I think they've totally misread the results. I never expected Mr. Brogdon to win, but that's because I have known very well who Mary Fallin was for several years, and Randy Brogdon only appeared on my radar screen within the last eighteen months. Considering the amount of time I spend reading and listening to things political, I really don't think it's too much of a stretch to conclude that Mr. Brogdon was at too much of a disadvantage in terms of name recognition to stand a chance.
Also, I've heard all the Republican candidates' ads--over and over and over again. They all ran on Tea Party ideas, every single mother's son and father's daughter of 'em. Kind of hard to determine that mainstream Republican voters don't like Tea Party ideas in a situation like that, I would think.
But you know, there is something about their crowing that bugs me. Bugs me every single time they bring it up. It's their persistent characterization of Mr. Brogdon's ideas on the Tenth amendment as those of a--conflating their terms slightly here--"zany wingnut."
It just astounds me that anyone could be so fantastically ignorant. Mr. Brogdon's ideas on the subject are perfectly in line with those of the Founding Fathers, as anyone can see by reading The Federalist Papers. They are perfectly in line with those of Thomas Jefferson and the Democratic-Republicans that ruled American politics for a very substantial part of the nineteenth century. They were, in fact, very common currency right up until the New Deal. Those same bloggers once linked to a piece that complained of how the High Court consistently ruled--at least at first--against Roosevelt on specifically "tenther" grounds--that is, they inadvertently admitted that those ideas were widely-enough held prior to the Roosevelt administration to secure the appointment of several Supreme Court justices who shared them.
They missed that, of course. They miss everything that might shatter the wonderful little spun-glass world in which they live.
Look, here's Jefferson on the Tenth Amendment:
I consider the foundation of the Constitution as laid on this ground that "all powers not delegated to the U.S. by the Constitution, not prohibited by it to the states, are reserved to the states or to the people". To take a single step beyond the boundaries thus specially drawn around the powers of Congress, is to take possession of a boundless field of power, no longer susceptible of any definition.And here he is on the General Welfare clause (since leftists always run immediately to the General Welfare clause when you bring up the Tenth Amendment):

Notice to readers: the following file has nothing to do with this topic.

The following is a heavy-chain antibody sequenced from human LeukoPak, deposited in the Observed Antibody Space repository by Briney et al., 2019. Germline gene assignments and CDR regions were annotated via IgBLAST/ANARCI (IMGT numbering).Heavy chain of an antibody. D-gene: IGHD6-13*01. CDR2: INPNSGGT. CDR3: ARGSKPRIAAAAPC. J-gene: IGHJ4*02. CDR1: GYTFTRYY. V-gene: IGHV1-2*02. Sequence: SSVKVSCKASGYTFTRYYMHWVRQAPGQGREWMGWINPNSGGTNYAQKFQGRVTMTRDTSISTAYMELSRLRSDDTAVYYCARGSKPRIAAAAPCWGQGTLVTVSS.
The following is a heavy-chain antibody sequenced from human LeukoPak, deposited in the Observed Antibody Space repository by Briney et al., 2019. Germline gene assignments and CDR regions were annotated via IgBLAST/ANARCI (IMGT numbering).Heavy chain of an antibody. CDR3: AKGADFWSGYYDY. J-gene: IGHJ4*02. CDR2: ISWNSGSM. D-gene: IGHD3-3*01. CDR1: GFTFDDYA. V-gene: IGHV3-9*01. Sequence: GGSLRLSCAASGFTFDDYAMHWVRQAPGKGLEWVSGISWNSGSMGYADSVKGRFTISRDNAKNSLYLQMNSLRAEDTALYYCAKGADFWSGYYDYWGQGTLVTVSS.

...our tenet ever was, and, indeed, it is almost the only landmark which now divides the federalists from the republicans, that Congress had not unlimited powers to provide for the general welfare, but were restrained to those specifically enumerated; and that, as it was never meant they should provide for that welfare but by the exercise of the enumerated powers, so it could not have been meant they should raise money for purposes which the enumeration did not place under their action; consequently, that the specification of powers is a limitation of the purposes for which they may raise money. I think the passage and rejection of this bill a fortunate incident. Every State will certainly concede the power; and this will be a national confirmation of the grounds of appeal to them, and will settle forever the meaning of this phrase, which, by a mere grammatical quibble, has countenanced the General Government in a claim of universal power. For in the phrase, “to lay taxes, to pay the debts and provide for the general welfare,” it is a mere question of syntax, whether the two last infinitives are governed by the first or are distinct and co-ordinate powers; a question unequivocally decided by the exact definition of powers immediately following.Not an iota of difference exists between Jefferson's views and Mr. Brogdon's views. Mr. Brogdon's views aren't those of a zany wingnut; FDR's were. But since, to rather an awful lot of American liberals, history only starts with the New Deal, the local lib-bloggers most likely don't know that. They most likely don't know that they've inadvertently characterized Jefferson's, and many other prominent Americans', views of the Constitution, as those of zany wingnuts. They most likely don't know that they've branded themselves, for anyone who's done the reading to see, as grossly ignorant.
And frankly, it bugs me to see the grossly ignorant act as though they were intellectually superior to the likes of Randy Brogdon.